Wednesday, November 10, 2010

Masters of Time

It looks like it could be rain for the watch industry. Sales haven't been this desolate since the introduction of cheap Japanese quartzes. Descriptions of international sales, especially in the luxury stratospheres of the market, have been anywhere from a slip to a
nosedive. And don't expect the Swiss to be less stern anytime soon.

Predictions for End Times of the watch come with many explanations: The effect of the recession on executive bonuses, the industry's hallucinatory and outsized price-to-value points, and a general death of the watch due to a digital generation uninterested in wearing them. (Indeed, maybe it's the pant-load of time-bearing gadgetry that's making their pants sag.) It's certainly not for want of design. In fact, it appears the oracles predicting the industry's end times have inspired a new frontier of design experimentation. Fear of death can do that sometimes.

With that in mind, maybe it's time to take another look at the watch.

Above, a stunning display of design essentiality by designer Tokujin Yoshioka from Issey Miyake's "TO" watch series. Mechanical movement provided by Seiko.

This is a wristwatch as wearable Zen garden. Its face is separated into three stainless steel circles, two moving like rake strokes on gravel and one calibrated outermost ring to stablize the visual field, boulder-like. Despite its overt minimalism the watch is easy to read. As you'll see below, other watches take a more whimsical approach to readability. Time, it seems, can be made even more abstract.

The Vue watch from Swiss-born, San Francisco-based designer Yves Behar (under the fuseproject banner). As time proceeds the numbers fade leaving only the present time visible (be always present). A watch to offer not only thick layers of meaning but even thicker conversational possibilities. Another from Issey Miyake.

The Hublot Black Caviar Bang: Visual caviar that includes a white gold case tiled over in a mass of black diamonds. The weight of the diamonds is 34.4 carats but the weight on your estate may be slightly greater: With a price tag of million dollars you may want to take this off before painting the tool shed this weekend.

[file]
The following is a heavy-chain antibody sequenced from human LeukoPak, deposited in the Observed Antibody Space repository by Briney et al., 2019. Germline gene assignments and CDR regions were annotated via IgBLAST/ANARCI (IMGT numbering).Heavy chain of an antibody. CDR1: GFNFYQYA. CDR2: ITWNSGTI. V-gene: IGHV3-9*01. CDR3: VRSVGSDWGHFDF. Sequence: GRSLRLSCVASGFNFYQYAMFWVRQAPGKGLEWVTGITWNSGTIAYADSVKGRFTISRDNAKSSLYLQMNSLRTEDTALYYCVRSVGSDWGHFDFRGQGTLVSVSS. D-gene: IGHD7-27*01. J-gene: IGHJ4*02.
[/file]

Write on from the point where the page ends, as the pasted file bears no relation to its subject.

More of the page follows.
Yet another Issey Miyake piece, this time the OVO watch designed by Shunji Yamanaka. The reflective face is stainless steel (also available in all black). And at the relatively Walmart friendly price of $310, this watch is practically as affordable as its namesake ("egg" in Portuguese or something or other).

Telling time with this watch has been described as "cryptic." Designed by Denis Guidone, well known for his ultra-minimalist watch designs, the graphic face of his "Ora Unica" consists of two circular dials that position "graphical gesture" endpoints as hands. Somehow, you'll be able to figure out what time it is. (Probably not the best timepiece to wear if you're timing stock day-trades.) Guidone's non-linear design was selected as the winner of the international design competition Adamo Eva.

Still in its conceptual phase, this watch is not yet available for purchase.

This art deco-looking number is the "Hu" Watch designed By Ross Lovegrove from Issey Miyake. Its sensuously tumid contours make the proper accessory for weekend rocketeering or cruising for heiresses in the Avanti.

A lady's watch, as you might've guessed: The Corum Golden Bridge Diamond. It features a mechanical movement of an innovative linear bar shape with red gold all around, sapphire crystals, and a galaxy of diamonds. Price
: $96,000

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